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Government to Pay Compensation to Woman Forced to go to the UK for Abortion

Woman who was forced to go to the UK for a termination will be paid compensation by the Irish Government after the UN Human Rights Committee found in her favour, deeming her treatment under the law “inhumane”.

Under the Eighth Amendment of the Constitution (Article 40.3.3º), the right to life of an unborn child is protected unless there is a risk to the health of the mother. Consequently women seeking abortions when there is no risk to their health have to travel outside of Ireland–often to the UK. Pregnant women have to travel even if their unborn child is diagnosed with a fatal foetal abnormality or the pregnancy is attributable to the mother being raped.

It is estimated that hundreds of women travel outside of Ireland each year seeking abortions. One such woman was Amanda Mellet, who. In November 2011, when she was just 21 weeks pregnant, she was given the devastating news that her unborn child would die in the womb or shortly after its birth due to a fatal foetal anomaly. Rather than continue with the non-viable pregnancy, Amanda chose to have an abortion in the UK. Amanda also claims that there was a serious lack of information offered to her in Ireland regarding fatal foetal anomaly terminations.

Amanda´s experience of her abortion was traumatic. Due to limited funds, she had to travel to the UK alone without emotional support and return to Ireland just twelve hours after undergoing the procedure. The hospital at which she underwent the procedure offered no options about the handling of her unborn child´s remains and, three weeks later, the foetus´ ashes were unexpectedly delivered to Amanda by courier.

Amanda found that there was no bereavement counselling due to abortions available in Ireland on her return. In order to help women who underwent experiences similar to her own, she founded the organization “Termination for Medical Reasons”. The organisation wishes to campaign for a change to the law in Ireland. Amanda also sought legal counsel and complained to the United Nations´ Human Rights Committee through the Centre for Reproductive Rights. She claimed that Ireland was violating women´s human rights by maintaining its position on abortion.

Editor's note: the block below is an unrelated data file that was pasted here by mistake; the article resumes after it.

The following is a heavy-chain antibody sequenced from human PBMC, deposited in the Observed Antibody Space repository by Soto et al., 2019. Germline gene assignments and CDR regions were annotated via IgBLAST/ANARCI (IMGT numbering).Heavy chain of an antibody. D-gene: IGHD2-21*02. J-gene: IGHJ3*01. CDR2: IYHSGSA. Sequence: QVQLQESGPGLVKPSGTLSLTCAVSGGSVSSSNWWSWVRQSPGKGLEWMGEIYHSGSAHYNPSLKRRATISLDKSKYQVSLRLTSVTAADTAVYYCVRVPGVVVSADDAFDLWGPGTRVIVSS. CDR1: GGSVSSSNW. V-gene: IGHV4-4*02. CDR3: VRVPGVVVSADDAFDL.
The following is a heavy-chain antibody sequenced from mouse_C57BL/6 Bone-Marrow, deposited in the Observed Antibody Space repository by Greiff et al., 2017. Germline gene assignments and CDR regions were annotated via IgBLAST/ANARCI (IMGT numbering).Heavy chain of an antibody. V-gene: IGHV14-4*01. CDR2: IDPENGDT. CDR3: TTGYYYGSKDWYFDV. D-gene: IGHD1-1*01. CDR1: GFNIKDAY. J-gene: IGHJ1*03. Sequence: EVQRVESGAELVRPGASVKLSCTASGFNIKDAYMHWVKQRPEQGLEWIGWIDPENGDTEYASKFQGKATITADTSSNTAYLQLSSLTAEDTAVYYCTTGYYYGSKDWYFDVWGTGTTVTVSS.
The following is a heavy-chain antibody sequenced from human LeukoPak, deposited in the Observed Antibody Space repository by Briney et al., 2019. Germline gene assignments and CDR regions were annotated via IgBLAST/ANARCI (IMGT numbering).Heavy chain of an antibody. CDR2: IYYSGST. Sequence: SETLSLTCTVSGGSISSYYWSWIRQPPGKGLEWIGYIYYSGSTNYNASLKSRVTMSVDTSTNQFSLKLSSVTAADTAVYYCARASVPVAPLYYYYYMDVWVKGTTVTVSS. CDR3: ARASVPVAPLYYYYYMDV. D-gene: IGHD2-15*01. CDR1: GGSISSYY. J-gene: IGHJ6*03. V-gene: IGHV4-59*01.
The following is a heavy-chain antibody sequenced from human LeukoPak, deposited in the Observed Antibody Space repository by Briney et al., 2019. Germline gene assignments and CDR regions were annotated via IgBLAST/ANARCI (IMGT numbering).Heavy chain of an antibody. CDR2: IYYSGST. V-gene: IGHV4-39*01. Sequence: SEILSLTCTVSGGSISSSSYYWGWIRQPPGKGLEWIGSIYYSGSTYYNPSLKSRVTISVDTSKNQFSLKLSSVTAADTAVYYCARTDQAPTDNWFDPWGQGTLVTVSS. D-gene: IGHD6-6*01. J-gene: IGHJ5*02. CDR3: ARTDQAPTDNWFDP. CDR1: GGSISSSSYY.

The Human Rights Committee found in Amanda´s favour – saying that Article 40.3.3º jeopardised Amanda´s well-being and subjected her to unnecessary financial and emotional suffering. Ruling that Ireland should revise its Constitution in order to provide “effective, timely and accessible procedures for pregnancy termination”, the committee also ordered the Government to pay Amanda compensation for “inhuman” abortion laws in Ireland.

Leah Hoctor – the European Regional Director for the Centre for Reproductive Rights – issued a statement after the ruling was announced, in which she said: “The Irish Government must now comply with this ruling, redress the harm Ms Mellet suffered and reform its laws to ensure other women do not continue to face similar violations.”

Amanda also issued a statement following the ruling. She expressed her gratitude to the Human Rights Committee for its recognition that her human rights were violated as a result of the prohibition and criminalisation of abortion in Ireland. In respect of the Committee´s order for the state to pay compensation for inhuman abortion laws in Ireland, Amanda said:

“The decision not only vindicates my rights. It also serves to uphold the rights of many other women in Ireland who have faced and continue to face human rights violations under the current legal regime. The Human Rights Committee has made it clear that to redress the violations that I suffered, the Irish Government must ensure that other women do not live through similar violations of their rights. This cannot happen until Article 40.3.3 is repealed, until abortion is decriminalised and legislation is adopted to enable women to access services in Ireland.

With today’s decision in hand, I wish to finally leave behind these painful memories; and hearing the Committee’ findings today does help in my own healing, but my most sincere hope is that it may assist Ireland’s government in finding the courage to make the necessary changes in law. I hope the day will soon come when women in Ireland will be able to access the health services they need in our own country, where we can be with our loved ones, with our own medical team, and where we have our own familiar bed to go home and cry in. Subjecting women to so much additional pain and trauma simply must not continue.

Finally, I ask that the media respect my wish for privacy for myself and my husband James, who has supported me every step of the way”.

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